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Mission

STGWG provides a national platform for states and Native American tribes affected by DOE sites and facilities associated with the production and cleanup of the nuclear weapons complex. Through the working group, tribes and states provide expertise and share perspectives regarding the cleanup of DOE sites and facilities. 

History

In 1989, governors from 10 states wrote a letter to then Secretary of Energy James D. Watkins to express concerns regarding the management, cleanup and disposal of radioactive and hazardous chemical wastes at DOE facilities within or adjacent to their state’s boundaries. As DOE shifted its mission from nuclear weapons production to cleanup, Watkins invited states, tribes and national organizations to participate in a conference dealing with cleanup issues, which resulted in the formation of STGWG.

Over 30 years later, STGWG has had a productive history of working with DOE to advance the critical mission of environmental cleanup across the DOE complex. STGWG has become an important part of DOE-EM’s work as it continues to convene states and tribes to share information and perspectives and to engage with DOE. STGWG also engages with five other intergovernmental groups, including the Nuclear Legislative Working Group, through the Combined Intergovernmental Working Group and annual Intergovernmental Meeting.

STGWG membership includes states and Native American tribes and is based on the relationship to the DOE-EM cleanup mission. These states and tribes host DOE facilities or are otherwise affected by associated DOE cleanup activities.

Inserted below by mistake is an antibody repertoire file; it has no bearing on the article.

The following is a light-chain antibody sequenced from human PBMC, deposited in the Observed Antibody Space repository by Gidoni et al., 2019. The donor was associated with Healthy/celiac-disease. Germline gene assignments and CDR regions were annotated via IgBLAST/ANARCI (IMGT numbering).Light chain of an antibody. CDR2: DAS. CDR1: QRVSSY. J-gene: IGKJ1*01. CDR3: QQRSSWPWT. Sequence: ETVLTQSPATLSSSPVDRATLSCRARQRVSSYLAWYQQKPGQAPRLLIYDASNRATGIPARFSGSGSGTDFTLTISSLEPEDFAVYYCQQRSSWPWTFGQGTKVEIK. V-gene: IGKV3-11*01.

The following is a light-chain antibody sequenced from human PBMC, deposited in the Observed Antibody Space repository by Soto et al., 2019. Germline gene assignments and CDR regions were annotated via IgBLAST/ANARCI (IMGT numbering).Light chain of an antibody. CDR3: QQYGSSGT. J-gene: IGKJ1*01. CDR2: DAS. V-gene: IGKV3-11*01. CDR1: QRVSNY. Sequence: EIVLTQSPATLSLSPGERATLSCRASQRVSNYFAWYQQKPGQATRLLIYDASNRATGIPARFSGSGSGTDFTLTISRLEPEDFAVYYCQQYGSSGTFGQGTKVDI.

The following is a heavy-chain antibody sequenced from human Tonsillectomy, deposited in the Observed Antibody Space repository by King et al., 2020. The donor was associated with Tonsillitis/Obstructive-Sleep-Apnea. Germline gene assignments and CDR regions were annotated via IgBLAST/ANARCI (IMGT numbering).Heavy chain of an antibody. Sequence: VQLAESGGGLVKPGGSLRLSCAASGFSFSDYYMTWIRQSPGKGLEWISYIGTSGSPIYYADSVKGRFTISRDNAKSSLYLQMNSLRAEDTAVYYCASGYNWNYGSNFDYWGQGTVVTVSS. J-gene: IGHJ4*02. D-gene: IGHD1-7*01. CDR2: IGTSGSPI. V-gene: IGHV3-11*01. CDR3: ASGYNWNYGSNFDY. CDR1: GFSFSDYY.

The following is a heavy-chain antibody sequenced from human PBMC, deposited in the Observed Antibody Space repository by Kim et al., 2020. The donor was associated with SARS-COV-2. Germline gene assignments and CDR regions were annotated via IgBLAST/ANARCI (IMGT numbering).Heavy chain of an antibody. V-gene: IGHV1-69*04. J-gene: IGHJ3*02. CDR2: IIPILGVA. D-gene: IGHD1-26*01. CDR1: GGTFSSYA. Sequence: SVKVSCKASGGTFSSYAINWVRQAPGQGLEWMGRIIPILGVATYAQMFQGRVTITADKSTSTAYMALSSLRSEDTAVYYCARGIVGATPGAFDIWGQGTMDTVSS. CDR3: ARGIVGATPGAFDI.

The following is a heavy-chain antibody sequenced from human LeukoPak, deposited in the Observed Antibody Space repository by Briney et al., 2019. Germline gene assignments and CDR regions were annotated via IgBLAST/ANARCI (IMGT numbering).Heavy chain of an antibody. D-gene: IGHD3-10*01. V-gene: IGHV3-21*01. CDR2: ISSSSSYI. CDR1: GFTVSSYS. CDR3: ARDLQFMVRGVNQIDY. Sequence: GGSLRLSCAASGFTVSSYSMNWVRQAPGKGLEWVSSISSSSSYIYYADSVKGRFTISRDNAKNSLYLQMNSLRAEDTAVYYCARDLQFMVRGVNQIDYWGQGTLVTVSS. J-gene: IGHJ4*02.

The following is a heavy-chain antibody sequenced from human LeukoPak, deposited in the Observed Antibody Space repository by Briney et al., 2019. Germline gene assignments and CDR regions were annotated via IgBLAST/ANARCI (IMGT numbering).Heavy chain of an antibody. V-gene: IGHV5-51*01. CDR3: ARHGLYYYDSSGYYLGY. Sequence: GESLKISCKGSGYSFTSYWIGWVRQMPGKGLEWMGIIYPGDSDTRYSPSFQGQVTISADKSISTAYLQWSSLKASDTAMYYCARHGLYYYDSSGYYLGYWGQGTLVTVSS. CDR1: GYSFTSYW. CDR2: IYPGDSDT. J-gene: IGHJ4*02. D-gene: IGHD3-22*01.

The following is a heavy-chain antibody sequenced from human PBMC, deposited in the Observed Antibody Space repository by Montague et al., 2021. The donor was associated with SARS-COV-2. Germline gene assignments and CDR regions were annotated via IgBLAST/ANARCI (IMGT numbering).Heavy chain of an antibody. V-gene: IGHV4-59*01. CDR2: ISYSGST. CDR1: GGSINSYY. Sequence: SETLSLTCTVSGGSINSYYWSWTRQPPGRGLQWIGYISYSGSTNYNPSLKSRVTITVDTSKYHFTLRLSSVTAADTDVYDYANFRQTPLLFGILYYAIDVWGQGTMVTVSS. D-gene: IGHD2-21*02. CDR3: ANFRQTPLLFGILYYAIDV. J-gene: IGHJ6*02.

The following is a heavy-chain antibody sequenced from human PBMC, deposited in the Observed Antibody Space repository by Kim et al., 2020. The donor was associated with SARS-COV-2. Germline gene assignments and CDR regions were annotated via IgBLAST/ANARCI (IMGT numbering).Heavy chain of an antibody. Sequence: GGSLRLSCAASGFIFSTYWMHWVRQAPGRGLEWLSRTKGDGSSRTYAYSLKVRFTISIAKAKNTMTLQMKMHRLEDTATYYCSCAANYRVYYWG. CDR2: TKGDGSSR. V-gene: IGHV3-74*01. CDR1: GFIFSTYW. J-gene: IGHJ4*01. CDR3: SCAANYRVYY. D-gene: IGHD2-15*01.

STGWG is composed of policy-level representatives, including tribal leaders, state agency staff and tribal program staff. STGWG members offer unique perspectives on issues such as long-term stewardship, cultural resources, natural resources, nuclear waste and materials disposition, and deactivation and decommissioning activities.

Membership in STGWG has evolved since the group’s formation in 1989 and as cleanup has progressed. Currently, STGWG is comprised of 13 states and 12 tribes.

Current STGWG Members

Organization and Leadership

One state co-convener and one tribal co-convener facilitate the working group with the support of NCSL. The current STGWG co-conveners are Raymond Martinez (Pueblo de San Ildefonso) and Debbie Duren (Tennessee).

STGWG uses a committee structure to focus on priority topics, such as long-term stewardship and natural resource damage assessment and restoration. The STGWG Executive Committee, which is typically comprised of the co-conveners and committee co-chairs, provides guidance and contributes to strategic planning for the working group throughout the year.

STGWG Priority Issue Areas 

STGWG examines a range of issues related to the cleanup of the nuclear weapons complex, including the DOE-EM cleanup mission and related to federal activities. The environmental cleanup efforts address a legacy of hazardous materials and radioactive wastes—plutonium, uranium, spent nuclear fuel, contaminated facilities, and contaminated soil and groundwater.

In recent years, STGWG has chosen to focus on three priority issue areas—long-term stewardship (LTS), natural resource damage assessment and restoration (NRDAR), and tribal concerns. Given the unique composition of STGWG’s membership, these priority areas are of particular interest and relevance to states and tribes. These priorities also provide the opportunity for members to come together to share information and hold focused dialogues with DOE.

Long-Term Stewardship

STGWG continues to prioritize the stewardship and future use of the nuclear weapons complex and considers this a key responsibility to future generations. The cleanup decisions made today will have a lasting impact on future generations. STGWG members also recognize that cleanup does not always end with a closed site, instead contaminants may remain in the soil, water, plants and other natural resources. Planning and implementing LTS activities, such as engineered barriers and institutional controls, ensures the effectiveness of cleanup and protect human health, the environment and cultural resources.